FILM IN FOCUS: Kill Your Friends(Dir: Owen Harris)

FILM IN FOCUS: Kill Your Friends(Dir: Owen Harris)

image001 (7)

Ah, the 90s. How we so fondly remember you. Britpop on the battleground, Spice Girls in our faces…Well fitted clothes (?!).

If one of those seems out of place it’s because it very much is. With this, his first real stab resembling anything of a leading role since his breakout in 2002’s About A Boy, this is Nicholas Hoult trying to prove to everyone he’s worth more than spray-painted teeth of Mad Max and the blue tones of X-men. Yet as the star (and producer) on this adaptation of John Niven’s Cult Classic book (who has the sole screenwriting credit), it feels with almost every scene that he fails to engage with the material or add any gravitas to the deplorable Stelfox, an A&R man with a one track mind to lie, cheat, steal, kill and win his way to the top of the 90s record industry.

One of the central reasons for this is that he feels miscast. Too young to take seriously as a man in his high-ranking position, let alone as someone with the weight of Murder and Millions on his shoulders, this should have been Hoult’s Patrick Bateman: his defining role. Alas, under the bland and often misguided direction of Owen Harris the film never extends beyond a serious of shock moments – Aids this, Murder that, Cocaine, pills, sex – designed to appeal no farther the Unilads and the ‘cult’ following the producers so hope to attain.

Beyond the performance (Hoult is in every scene) the film never really engages with the decade in which it’s set. In fact, Harris seems to actively avoid the majority of it other than the occasional supporting character resembling a Gallagher brother and how much the record industry hates the “F***ing Spic Girls (I did however enjoy the one Menswear Joke).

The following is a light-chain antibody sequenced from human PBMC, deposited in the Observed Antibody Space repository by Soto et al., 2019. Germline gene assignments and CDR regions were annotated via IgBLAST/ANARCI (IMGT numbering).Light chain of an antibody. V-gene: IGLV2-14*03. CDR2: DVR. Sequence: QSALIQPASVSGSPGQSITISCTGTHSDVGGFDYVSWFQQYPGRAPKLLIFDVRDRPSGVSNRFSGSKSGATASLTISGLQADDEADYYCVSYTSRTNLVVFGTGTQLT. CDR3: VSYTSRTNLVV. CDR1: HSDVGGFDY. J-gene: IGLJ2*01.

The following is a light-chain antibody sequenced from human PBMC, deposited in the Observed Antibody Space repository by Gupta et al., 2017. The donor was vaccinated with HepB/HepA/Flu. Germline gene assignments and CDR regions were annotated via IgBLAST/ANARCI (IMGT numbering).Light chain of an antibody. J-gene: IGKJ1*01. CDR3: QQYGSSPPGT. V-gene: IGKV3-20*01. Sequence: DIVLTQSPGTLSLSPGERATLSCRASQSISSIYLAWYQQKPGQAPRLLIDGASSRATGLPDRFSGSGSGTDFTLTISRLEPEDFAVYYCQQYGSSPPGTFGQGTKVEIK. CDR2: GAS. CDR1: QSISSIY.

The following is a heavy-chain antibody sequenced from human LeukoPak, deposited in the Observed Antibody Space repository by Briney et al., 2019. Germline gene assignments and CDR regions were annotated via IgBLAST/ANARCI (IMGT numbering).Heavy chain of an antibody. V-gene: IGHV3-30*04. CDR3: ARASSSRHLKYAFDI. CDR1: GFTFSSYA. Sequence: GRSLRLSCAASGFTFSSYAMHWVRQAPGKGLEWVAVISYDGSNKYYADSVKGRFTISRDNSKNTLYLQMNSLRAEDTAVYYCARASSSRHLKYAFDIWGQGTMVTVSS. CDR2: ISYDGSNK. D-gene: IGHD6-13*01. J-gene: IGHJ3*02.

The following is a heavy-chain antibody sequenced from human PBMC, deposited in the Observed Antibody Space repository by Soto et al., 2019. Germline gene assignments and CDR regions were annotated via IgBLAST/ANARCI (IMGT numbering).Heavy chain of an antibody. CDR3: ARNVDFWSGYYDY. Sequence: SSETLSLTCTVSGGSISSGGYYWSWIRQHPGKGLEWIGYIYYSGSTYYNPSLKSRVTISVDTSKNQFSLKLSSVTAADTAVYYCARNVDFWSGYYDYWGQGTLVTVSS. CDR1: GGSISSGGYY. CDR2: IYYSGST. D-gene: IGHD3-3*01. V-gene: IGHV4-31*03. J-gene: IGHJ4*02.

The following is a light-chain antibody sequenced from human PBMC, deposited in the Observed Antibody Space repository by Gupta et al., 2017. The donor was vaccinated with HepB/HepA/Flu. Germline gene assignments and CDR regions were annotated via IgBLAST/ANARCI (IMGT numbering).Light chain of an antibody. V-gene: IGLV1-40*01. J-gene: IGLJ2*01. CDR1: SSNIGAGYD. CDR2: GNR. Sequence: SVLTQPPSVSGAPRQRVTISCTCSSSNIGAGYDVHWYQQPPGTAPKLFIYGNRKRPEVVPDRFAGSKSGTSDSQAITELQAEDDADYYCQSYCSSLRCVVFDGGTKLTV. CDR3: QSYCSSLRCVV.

From the sets to the costume, the Mise-en-scene is completely anachronistic in design, and if it weren’t for the soundtrack (one of the films few saving graces), the fact that it’s set it 1997 would be completely lost on everyone. The film is at odds with itself in a vain attempt to appeal to a modern audience in its aesthetic, whilst simultaneously alienating them with cultural references that will never make sense to anyone under 22.

Too interested in its own sense of shocking self-importance, the film plays out like a poor man’s American Psycho (almost too closely) without the comprehension of what made American Psycho so relevant: scathing pop-culture satire. For a film about the very fickle pop-culture record industry of the 90’s, this is some achievement, although not one I would necessarily suggest we celebrate.


Starring: Nicholas Hoult, Craig Roberts, Tom Riley

Release Date: 6th November, 2015

God is in the TV is an online music and culture fanzine founded in Cardiff by the editor Bill Cummings in 2003. GIITTV Bill has developed the site with the aid of a team of sub-editors and writers from across Britain, covering a wide range of music from unsigned and independent artists to major releases.